I’m afraid my hopes were a little too high for this book. I like the premise, but to me it fell a little short. I thought the character development was good, but there just wasn’t enough “oomph” to the story. It just wasn’t all that interesting to me. Maybe that’s a bit harsh, after all, the story of Peter Pan is so well known and written that it has big shoes to fill. It was an okay story – just not a page-turner. I did like that the narrator was Tinker Bell, and I liked the Tiger Lily character. I felt some things were mentioned that either didn’t fit or needed more development in the story.Would I recommend this to my BFF? Probably not. There are better things out there to read with the little leisure time she has.Would I recommend this to my teen daughter? Maybe, but I wouldn’t tell her it’s a “must read.”3.5 of 4 stars.
  • (4/5)
    I didn't know when I started this book that it was told from Tinker Bells PoV, and I actually ended up enjoying it. I feel like the story was a bit slow at parts though, but it still resembled the story of Peter Pan we all know and love. I would recommend it, but prepare your feels. 4 out of 5 stars.
  • (5/5)
    This is a beautiful retelling of the story of Peter Pan, mainly concentrating on the story behind Tiger Lily.

    It is almost unrecognisable from the Disney Peter Pan we know and love, but that is exactly what makes this book sparkle. Told from the perspective of Tinker Bell, this book is magical.

    The description of Neverland was rich in detail, and the story was suitably simple but layered and had a lot of interesting details. The magical elements of the story are retold in such a way that they are less fantastic, but relatively believable and you can almost believe that this could have happened somewhere.

    It was a story that had a more realistic feel to it but still retained the magic and fantasy.

    The ending was just brilliant, it really captured the essence of what often happens in the real world. But far from being depressing, such an ending was strangely uplifting and hopeful and did provide closure to the story, you feel satisfied after reading it.

    I really want to read more books like this one! Brilliant escapism.

  • (4/5)
    This had been on my TBR list for a very long time. I placed a hold on someone's audiobook and had forgotten all about it by the time it arrived.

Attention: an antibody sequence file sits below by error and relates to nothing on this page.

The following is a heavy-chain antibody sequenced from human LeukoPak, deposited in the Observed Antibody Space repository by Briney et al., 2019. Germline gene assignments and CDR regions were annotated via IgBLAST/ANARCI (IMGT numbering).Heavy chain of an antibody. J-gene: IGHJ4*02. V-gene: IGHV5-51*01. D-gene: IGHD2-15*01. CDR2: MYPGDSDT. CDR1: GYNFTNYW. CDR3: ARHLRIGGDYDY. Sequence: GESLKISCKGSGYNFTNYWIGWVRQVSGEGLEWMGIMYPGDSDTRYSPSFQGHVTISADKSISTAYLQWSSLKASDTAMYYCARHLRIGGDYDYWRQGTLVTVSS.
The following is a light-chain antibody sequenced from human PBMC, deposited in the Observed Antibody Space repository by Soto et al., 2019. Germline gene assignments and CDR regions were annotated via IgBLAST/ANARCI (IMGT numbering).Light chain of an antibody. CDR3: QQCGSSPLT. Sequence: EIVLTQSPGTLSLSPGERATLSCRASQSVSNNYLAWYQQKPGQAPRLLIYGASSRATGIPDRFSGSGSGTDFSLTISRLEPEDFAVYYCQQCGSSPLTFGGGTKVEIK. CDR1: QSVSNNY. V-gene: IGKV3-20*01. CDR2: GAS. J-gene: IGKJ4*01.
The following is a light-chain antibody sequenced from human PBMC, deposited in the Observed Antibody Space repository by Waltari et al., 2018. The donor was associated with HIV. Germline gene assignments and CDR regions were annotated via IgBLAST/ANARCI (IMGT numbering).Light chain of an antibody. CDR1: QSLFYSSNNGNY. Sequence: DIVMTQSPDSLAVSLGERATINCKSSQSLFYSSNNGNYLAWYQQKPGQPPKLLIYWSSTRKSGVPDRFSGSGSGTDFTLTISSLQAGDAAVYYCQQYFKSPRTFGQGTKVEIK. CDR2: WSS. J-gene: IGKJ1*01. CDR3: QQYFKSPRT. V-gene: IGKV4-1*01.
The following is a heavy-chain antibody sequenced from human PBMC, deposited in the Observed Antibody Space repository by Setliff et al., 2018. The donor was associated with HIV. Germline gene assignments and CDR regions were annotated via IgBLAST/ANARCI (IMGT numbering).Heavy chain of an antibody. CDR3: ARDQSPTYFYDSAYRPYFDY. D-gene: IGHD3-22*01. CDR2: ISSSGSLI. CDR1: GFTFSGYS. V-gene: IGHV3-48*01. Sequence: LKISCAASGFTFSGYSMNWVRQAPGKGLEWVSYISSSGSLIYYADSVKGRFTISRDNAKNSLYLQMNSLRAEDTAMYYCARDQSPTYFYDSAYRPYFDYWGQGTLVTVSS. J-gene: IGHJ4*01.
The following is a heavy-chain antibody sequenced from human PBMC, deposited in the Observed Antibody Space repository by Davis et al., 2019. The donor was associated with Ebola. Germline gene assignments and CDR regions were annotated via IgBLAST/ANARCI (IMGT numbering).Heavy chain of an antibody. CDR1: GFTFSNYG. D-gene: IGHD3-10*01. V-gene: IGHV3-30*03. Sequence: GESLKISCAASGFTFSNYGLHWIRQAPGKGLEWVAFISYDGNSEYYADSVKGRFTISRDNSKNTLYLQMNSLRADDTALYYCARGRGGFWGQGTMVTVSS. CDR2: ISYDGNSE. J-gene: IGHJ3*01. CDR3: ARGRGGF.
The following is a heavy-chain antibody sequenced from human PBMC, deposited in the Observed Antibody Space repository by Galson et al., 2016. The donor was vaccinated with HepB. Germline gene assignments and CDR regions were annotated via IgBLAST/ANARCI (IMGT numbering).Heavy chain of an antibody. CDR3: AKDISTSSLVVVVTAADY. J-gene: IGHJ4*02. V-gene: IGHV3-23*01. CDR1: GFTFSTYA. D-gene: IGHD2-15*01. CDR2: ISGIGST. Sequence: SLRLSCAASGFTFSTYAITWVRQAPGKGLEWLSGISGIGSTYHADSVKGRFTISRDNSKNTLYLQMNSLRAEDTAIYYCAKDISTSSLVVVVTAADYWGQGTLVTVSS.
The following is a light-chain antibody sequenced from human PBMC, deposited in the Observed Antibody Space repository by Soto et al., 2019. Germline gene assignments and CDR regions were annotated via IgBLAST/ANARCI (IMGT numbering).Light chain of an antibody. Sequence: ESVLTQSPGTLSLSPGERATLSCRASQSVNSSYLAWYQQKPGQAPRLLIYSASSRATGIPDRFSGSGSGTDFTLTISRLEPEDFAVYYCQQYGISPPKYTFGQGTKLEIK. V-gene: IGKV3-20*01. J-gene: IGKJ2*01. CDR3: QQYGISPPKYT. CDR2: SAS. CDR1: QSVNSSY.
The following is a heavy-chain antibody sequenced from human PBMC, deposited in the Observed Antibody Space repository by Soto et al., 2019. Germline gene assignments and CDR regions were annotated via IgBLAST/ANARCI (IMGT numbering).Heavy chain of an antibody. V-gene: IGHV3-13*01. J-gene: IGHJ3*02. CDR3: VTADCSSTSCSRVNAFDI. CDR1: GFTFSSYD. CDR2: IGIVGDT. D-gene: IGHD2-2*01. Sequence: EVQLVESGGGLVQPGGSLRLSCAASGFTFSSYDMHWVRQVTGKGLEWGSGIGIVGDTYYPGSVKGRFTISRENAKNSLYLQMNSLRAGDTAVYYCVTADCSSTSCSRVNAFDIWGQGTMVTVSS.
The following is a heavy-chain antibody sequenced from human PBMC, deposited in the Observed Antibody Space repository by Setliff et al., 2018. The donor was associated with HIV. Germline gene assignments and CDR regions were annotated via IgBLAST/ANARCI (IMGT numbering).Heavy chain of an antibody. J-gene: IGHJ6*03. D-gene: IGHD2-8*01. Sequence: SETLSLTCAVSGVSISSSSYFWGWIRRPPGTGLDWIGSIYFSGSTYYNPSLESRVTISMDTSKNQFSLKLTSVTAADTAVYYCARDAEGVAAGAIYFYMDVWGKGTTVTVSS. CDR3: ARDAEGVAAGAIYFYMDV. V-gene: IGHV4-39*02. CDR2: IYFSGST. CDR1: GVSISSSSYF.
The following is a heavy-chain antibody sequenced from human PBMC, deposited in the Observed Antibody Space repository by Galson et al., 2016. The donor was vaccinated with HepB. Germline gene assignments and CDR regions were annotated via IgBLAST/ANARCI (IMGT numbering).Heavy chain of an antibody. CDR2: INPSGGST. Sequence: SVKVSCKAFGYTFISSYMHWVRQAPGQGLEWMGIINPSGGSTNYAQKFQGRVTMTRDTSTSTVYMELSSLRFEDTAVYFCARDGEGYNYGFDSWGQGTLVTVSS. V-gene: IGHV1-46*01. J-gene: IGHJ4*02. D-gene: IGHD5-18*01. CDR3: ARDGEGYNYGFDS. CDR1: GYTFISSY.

Tinker Bell tells the true story of the relationship between Tiger Lily and Peter Pan and how it affected Tiger Lily's tribe. While there is still a lot of fantasy here I was impressed by how some familiar parts of the story were made more "believable".
  • (4/5)
    Before Peter Pan belonged to Wendy, he belonged to Tiger Lily, the girl with the crow feather in her hair. Adopted by TikTok, the village shaman, Tiger Lily got her name from the flower that grew over the place where she was found. Bullied by the villagers , Tiger Lily, now fifteen, doesn’t believe in love stories or happy endings. That changes when she meets Peter Pan in the woods of Neverland and falls under his spell.This starts out as a charming story narrated by Tinkerbell, who is herself in love with Peter. Her first loyalty is to Tiger Lily, and the reader gets to know the story of the Lost Boys, Wendy, and Captain Hook through Tink's observations. It's not all happy and we experience the much darker side of Neverland. The Lost Boys seem more like gang members, the pirates are vicious, especially Hook, who is desperate to find a cure for aging. The only way Smee can feel empathy is by killing and the mermaids will drown anyone they catch.Usually I find fairly tale retellings less interesting than the original. I'm the complete opposite in this case. Overall, this book was happy and sad, all at the same time. It's about what it feels like to fall in love, and what it means when you have to grow up. I thought it was hauntingly beautiful, and its impact will stay with me for a long time.
  • (4/5)
    Tiger Lily is the story behind Peter Pan and Tiger Lily, told from the perspective of Tinker Bell. We learn all about their friendship, including how they met and the romance between the two. We also get the personal story behind Tiger Lily, whose life was far from perfect, with struggles from an arranged marriage to an outcast adopted father. Of course when Wendy comes into the scene, the whole dynamic changes. Tiger Lily struggles to deal with the changes in her relationship with Peter and the Lost Boys while going through a stressful time at home. In the end, Tiger Lily and Peter Pan part ways for the better, and everyone gets their happily ever after. I really enjoyed getting a story devoted to Tiger Lily, and it was interesting to hear from Tinker Bell since we never know what she's thinking. Cute and fast read.
  • (3/5)
    A retelling of the story of Peter Pan, focusing on Tiger Lilly and from the perspective of Tinkerbell. This is a love triangle and an adventure and as the opening lines says, hardly a typical story.
  • (5/5)